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Splits in students’ beliefs about learning classical and quantum physics

Article

English

<oai:doaj.org/article:eca78d4038aa40e8946205606cda59d6>

Abstract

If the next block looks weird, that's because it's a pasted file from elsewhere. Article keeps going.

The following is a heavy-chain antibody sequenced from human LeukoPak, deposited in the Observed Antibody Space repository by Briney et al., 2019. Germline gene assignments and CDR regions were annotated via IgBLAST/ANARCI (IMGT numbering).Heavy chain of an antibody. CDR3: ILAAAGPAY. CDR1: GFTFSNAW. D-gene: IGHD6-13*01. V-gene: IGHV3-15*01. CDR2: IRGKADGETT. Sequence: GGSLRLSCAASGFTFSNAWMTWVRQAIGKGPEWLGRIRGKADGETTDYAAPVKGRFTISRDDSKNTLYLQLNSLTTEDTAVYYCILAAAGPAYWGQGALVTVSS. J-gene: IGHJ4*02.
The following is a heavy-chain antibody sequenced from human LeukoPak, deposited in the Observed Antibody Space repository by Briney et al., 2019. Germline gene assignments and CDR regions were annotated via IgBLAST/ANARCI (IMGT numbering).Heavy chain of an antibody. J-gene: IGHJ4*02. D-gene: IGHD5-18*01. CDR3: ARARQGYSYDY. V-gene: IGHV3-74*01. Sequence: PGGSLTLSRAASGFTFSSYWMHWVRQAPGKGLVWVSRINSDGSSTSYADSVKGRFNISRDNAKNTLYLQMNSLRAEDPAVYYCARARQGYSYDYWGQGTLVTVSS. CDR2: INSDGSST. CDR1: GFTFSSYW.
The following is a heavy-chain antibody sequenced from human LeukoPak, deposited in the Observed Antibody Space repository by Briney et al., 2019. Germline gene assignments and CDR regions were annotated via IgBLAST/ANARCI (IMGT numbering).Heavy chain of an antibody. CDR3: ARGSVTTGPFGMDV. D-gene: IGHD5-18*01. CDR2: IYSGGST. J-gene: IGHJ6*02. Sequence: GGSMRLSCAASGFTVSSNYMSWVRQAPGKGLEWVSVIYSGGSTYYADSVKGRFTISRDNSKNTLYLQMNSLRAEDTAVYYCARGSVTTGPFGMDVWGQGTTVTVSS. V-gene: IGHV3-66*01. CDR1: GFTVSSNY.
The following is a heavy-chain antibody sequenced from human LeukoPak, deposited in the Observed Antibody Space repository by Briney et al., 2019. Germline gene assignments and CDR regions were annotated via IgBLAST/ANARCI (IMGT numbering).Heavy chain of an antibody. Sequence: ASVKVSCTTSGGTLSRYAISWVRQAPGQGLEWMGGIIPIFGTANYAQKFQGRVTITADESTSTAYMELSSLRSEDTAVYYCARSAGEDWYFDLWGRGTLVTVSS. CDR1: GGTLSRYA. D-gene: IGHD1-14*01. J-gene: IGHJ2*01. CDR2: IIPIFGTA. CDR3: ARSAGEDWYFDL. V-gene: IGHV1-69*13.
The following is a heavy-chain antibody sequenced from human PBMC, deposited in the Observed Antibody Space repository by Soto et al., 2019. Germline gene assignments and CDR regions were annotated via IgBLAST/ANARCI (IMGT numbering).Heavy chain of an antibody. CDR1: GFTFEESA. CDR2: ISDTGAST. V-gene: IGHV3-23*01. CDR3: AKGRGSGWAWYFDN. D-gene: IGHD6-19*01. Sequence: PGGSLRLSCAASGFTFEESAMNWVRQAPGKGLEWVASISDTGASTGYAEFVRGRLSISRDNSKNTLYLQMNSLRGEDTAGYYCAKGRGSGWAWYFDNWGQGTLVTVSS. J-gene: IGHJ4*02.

Abstract Background While there has been increasing recognition of the importance of attending to students’ views about what counts as knowing and learning a STEM field, surveys that measure these “epistemological” beliefs are often used in ways that implicitly assume the fields, e.g., “physics,” to be a single domain about which students might have sophisticated or naïve beliefs. We demonstrate this is not necessarily the case and argue for attending to possible differences in students’ epistemological beliefs across different sub-domains of physics. In modern physics and quantum mechanics courses for engineering and physics students, we administered a set of modified Colorado Learning Attitudes about Science Survey (CLASS) items. Each selected item was turned into two items, with the word “physics” changed to “classical physics” in one and “quantum physics” in the other. Results We found significant splits between students’ survey responses about classical vs. quantum physics on some items, both pre- and post-instruction. In classical physics, as compared to quantum physics, students were more likely to report the salience of real-world connections and the possibility of combining mathematical and conceptual reasoning during problem solving. Conclusions These findings suggest that attending to sub-domain specificity of students’ beliefs about physics can be fruitful and ought to influence our instructional choices.

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